Going back toward the start of the 2nd season, I watched "A Killer In Town," which was first broadcast in Oct. of 1963. One of the guest stars for this one is Broderick Crawford, winner of an Oscar for All The King's Men in 1949, who plays a tough bounty hunter who seems to be after Trampas—or is he? A wave of typhoid fever hits Medicine Bow hard complicating matters. Some ambiguous characters have some surprising twists and turns. Like many episodes of the show it takes its time to get to where its going, but it allows some more time for character development. For TV of the time an above average show, and it gets a "B+" rating from me. Hiring an Academy-Award winning actor for a role that seems to have been written for him is an example of how the show tried to aim a little higher than average.

    As one of The Virginian's executive producers, Frank Price, explained, “One of my maxims to all was that our goal was to make our shows for the critical ten percent of the audience. Ninety percent of the audience will be entertained by almost anything you do—if they like the actors and the concept of the series. But ten percent have a higher threshold of approval. And those were the people we were trying to please. We didn’t always succeed, but we were always trying.”
     
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  15. Message #35 of 40 Dec 6, 2018
    Last edited: Dec 6, 2018
    benbess

    benbess Producer

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    Robert Redford in 1963 in The Virginian. Episode 2.05 of The Virginian, "The Evil that Men Do," is considered a classic because of a strong performance by guest star and soon-to-be movie star Robert Redford, in perhaps his last TV appearance. Surprisingly he plays a hardened criminal, but the the fact that it's a young Redford keeps him at least slightly sympathetic through some rough stuff.

    The title as has probably been recognized comes from Shakespeare. In Mark Anthony's speech while addressing the crowd of Romans after Caesar's murder, he says, "The evil that men do lives after them; The good is oft interred with their bones."

    My rating: "A-"
     
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  16. Message #36 of 40 Dec 6, 2018
    Last edited: Dec 6, 2018
    benbess

    benbess Producer

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    2.05, "It Takes a Big Man," is one of the less good episodes of the show, in spite of some good performances by guest stars Lloyd Nolan, Chris Robinson, and a young Ryan O'Neal, as well as a good performance by Doug McClure. Here's Doug McClure and O'Neal in 1967 at a celebrity baseball game. My rating for this one: "B-"
    Ryan O'Neal and Doug McClure 1967.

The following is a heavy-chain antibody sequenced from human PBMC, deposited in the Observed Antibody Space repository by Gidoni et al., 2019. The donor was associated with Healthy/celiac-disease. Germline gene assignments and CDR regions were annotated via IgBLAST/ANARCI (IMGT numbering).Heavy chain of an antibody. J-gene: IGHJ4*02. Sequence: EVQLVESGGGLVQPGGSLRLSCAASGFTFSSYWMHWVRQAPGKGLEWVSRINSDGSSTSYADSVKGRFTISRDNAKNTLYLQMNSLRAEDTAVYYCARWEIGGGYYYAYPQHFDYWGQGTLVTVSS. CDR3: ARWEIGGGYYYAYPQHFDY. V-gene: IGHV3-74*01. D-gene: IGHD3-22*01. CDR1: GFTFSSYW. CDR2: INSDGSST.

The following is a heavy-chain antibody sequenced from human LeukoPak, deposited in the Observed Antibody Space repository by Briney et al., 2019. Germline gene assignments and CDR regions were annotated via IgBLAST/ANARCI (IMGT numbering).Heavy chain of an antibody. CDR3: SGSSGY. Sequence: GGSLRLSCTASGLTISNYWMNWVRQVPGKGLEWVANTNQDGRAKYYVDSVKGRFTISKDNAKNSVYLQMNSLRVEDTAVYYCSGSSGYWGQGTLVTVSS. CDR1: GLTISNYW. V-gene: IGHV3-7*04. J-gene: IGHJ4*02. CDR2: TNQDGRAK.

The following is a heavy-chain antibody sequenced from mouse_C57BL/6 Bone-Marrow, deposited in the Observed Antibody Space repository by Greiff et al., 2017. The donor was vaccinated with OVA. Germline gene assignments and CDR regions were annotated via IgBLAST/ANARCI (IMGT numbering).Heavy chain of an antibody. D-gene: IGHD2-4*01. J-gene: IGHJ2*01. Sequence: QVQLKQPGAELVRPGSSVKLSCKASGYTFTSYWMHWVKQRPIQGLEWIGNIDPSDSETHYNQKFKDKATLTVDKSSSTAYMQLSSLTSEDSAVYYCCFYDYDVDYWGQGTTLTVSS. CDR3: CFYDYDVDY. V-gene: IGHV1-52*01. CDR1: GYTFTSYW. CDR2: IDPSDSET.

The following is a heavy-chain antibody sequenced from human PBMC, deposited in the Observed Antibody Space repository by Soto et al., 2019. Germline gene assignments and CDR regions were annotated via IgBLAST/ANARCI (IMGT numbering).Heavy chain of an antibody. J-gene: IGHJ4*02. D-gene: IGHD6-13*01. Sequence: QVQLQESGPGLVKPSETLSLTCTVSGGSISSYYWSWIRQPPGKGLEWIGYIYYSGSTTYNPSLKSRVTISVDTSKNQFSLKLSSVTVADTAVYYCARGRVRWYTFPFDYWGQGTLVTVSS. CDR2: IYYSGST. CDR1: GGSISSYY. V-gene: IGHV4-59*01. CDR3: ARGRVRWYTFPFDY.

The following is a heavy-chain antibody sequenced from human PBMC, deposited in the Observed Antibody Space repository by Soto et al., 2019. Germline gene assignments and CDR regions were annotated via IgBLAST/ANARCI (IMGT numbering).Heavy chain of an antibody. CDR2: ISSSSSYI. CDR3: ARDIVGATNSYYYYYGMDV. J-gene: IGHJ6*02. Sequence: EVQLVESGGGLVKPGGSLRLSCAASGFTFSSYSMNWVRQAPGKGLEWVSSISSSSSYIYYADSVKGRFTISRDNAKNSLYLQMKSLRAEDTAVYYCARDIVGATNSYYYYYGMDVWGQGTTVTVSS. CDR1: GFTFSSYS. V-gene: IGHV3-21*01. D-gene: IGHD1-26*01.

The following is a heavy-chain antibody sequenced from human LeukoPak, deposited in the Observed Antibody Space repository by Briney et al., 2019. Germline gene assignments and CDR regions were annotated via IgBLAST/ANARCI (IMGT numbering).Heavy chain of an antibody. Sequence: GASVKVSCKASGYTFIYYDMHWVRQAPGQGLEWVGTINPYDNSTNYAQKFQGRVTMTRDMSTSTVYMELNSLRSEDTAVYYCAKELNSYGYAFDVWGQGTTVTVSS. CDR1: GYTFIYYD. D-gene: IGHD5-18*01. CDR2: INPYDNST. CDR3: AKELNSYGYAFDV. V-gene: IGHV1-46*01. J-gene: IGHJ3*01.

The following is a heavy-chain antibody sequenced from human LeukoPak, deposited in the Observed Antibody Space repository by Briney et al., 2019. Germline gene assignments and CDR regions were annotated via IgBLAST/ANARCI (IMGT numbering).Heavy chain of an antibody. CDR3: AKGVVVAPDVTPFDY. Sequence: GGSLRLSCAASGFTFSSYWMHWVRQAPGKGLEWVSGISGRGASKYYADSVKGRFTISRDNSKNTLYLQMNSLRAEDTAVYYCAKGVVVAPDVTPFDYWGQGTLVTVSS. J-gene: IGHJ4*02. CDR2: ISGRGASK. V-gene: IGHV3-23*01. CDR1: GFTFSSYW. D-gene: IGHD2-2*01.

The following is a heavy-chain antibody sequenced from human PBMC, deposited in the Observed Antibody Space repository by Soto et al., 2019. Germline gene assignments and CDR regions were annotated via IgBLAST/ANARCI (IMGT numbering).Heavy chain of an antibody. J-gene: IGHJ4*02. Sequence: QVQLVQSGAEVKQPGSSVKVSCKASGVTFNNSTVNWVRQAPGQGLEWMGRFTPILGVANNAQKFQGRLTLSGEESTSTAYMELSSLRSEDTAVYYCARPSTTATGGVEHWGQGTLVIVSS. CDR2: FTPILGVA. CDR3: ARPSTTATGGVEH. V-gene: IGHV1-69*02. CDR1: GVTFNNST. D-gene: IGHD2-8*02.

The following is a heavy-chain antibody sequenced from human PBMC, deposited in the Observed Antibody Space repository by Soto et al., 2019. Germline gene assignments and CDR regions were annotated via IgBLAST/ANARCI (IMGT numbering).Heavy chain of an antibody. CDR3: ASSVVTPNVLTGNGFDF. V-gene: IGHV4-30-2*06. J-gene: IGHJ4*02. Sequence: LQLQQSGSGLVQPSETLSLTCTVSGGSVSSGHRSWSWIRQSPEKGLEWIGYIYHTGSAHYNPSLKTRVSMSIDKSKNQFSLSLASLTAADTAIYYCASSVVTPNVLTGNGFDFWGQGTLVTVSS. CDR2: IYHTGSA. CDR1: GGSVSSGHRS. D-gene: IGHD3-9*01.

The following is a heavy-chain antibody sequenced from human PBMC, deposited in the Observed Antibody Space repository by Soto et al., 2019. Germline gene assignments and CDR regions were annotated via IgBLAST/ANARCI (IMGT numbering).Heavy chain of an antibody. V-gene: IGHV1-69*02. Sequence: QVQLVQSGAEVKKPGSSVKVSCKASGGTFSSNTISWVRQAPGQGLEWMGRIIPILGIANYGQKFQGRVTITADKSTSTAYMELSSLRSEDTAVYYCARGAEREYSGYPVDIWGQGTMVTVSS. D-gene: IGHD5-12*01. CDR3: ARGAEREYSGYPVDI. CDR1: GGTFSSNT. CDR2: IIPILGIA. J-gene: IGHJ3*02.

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  17. Jeff Flugel

    Jeff Flugel Screenwriter

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    Enjoying your Virginian reviews, Ben! I must confess that this series is a bit of a blind spot for me...I'm a big fan of TV westerns, but this one I've not seen. Planning on picking up season one and see what I think. Have heard from other members here that the picture quality on these sets is good.
     
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  18. benbess

    benbess Producer

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    If you like TV Westerns give it a try! You almost need to think of each episode as a Western movie rather than a TV show. In terms of pace, guest stars, writing, and production values it's closer to a lower budget but still good movie of that era than television. But the pacing is slower and there's less shooting than most other Westerns, and so imho you need to kind of relax into it. Hope you'll post some reviews here once you start watching it.
     
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  19. Dave Scarpa

    Dave Scarpa Producer

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    I’m not a fan of the 90 min format for shows and I’ve never watched many of the Virginian, I’d think about a complete series set if I could snag it cheap enough
     
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  20. benbess

    benbess Producer

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    If you're not a fan of 90 minute shows then The Virginian probably isn't for you, although without the ads each episode is actually about 75 minutes long. But if you like Westerns, and think of it as a series of 1 hour and 15 minute "B" Western movies then it might work for you. Looking at the entry for this show on Amazon it seems like maybe the first season has gone out of print. This show isn't boxed up as a complete series, but there are some sets of the first season of 30 episodes for about $30—just a dollar per TV movie, which is worth it imho. PQ is good, although not as good as Bonanza. But overall I think The Virginian is better than Bonanza because it has better writing, more location photography, better cinematography, etc.